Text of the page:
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Tacos and Jesus

I don’t know whether I should file this one under food, preaching, or Bible? Probably it is a little of all.

Let’s start with tacos. There are few things in this world better than a taco. When I say taco most people think about the crunchy things you get at Taco Bell. That hardly qualifies, but it does indeed qualify. I prefer soft tacos–flour for most of mine but if it is a fish taco I prefer a corn tortilla. I also love breakfast tacos made with sausage, bacon, chorizo, or egg and potato. It’s all delicious.

Most food can be described as a taco. This is really true of what we label as Mexican food. An enchilada is a soggy taco. A chalupa is a flat taco. Quesadillas are panini tacos. Nachos are de-constructed tacos. Chimichangas are deep fried tacos.

And for the record, there is no such things as a burrito. A burrito is just a pretentious taco.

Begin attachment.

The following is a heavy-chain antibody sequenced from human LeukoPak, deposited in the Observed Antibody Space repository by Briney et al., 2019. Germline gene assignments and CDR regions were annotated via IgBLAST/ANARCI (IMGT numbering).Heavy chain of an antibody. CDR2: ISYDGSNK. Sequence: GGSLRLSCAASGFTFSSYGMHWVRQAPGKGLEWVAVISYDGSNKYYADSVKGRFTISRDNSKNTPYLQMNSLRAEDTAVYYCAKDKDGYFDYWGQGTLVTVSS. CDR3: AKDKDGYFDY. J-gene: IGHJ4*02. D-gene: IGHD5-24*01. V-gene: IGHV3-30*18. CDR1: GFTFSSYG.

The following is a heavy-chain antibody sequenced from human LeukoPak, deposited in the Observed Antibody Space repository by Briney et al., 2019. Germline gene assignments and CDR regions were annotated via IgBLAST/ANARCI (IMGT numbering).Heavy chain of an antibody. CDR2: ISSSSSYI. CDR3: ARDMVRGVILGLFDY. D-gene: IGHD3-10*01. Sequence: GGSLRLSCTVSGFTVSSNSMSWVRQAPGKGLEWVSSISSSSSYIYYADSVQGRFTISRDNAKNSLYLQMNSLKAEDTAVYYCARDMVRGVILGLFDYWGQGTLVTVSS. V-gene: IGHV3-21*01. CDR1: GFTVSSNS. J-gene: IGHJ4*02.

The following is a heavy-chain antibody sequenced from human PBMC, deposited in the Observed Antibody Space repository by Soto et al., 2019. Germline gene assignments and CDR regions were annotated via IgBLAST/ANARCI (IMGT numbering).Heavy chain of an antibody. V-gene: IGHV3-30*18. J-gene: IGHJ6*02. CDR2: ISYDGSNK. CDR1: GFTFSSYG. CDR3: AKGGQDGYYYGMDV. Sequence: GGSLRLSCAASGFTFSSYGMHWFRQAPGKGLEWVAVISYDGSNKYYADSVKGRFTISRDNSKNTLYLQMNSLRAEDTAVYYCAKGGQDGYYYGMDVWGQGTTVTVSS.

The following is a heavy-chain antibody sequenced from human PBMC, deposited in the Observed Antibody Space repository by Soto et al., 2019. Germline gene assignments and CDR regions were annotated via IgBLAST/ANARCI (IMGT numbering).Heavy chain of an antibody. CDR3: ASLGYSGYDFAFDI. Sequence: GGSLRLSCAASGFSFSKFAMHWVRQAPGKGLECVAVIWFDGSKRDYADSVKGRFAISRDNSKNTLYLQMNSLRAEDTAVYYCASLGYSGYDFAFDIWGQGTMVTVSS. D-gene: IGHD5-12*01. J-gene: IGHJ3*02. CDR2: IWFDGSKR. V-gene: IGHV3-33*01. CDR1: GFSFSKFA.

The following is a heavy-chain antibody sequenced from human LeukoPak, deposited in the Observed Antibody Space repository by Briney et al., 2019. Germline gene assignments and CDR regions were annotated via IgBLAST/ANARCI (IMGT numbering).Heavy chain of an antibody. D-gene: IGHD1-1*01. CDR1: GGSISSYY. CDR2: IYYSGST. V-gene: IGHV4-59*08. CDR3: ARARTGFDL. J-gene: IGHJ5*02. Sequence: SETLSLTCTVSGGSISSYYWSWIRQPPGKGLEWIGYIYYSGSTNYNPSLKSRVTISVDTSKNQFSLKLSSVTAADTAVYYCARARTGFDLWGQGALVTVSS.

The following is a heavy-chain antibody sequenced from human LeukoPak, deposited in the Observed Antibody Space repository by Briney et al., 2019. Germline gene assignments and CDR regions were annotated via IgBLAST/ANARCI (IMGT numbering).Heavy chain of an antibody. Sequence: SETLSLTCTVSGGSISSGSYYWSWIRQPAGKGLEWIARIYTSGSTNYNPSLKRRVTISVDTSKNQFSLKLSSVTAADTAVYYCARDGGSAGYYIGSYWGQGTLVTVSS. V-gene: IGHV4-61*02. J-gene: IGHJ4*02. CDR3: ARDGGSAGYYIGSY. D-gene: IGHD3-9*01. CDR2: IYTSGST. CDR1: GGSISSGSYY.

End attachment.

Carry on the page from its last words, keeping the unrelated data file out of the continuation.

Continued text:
But so many other foods are really tacos too. A sandwich is a taco with puffy bread. Think about it, Subway sells things called ‘wraps’ to substitute the fluffy bread, and a wrap is just a taco with different filler. The same is true of a burger–just a taco without the spices, but still a taco.

A hot dog is really a taco, too.

A gyro is a Greek taco.

A calzone is an Italian taco.

An egg roll is an Asian taco.

A kolache is a Czech taco.

I mean, if you get right down to it, a Twinkie is a Mid-Century American taco.

Eventually this gets me to Jesus. Jesus made seven of the apostles fish tacos for breakfast after his resurrection.

When they got out on land, they saw a charcoal fire in place, with fish laid out on it, and bread. Jesus said to them, “bring some of the fish that you have caught . . . Come and have breakfast.” John 21:9-10, 12a

Tacos are resurrection food! I wonder if Thomas brought along some guacamole or queso? I doubt it.

Tacos are the universal food. One way or another people from just about every culture can relate to a piece of bread wrapped around something. Jesus offers this universal food to his apostles as he leads them to consider the universal neediness we all have to dine with him.

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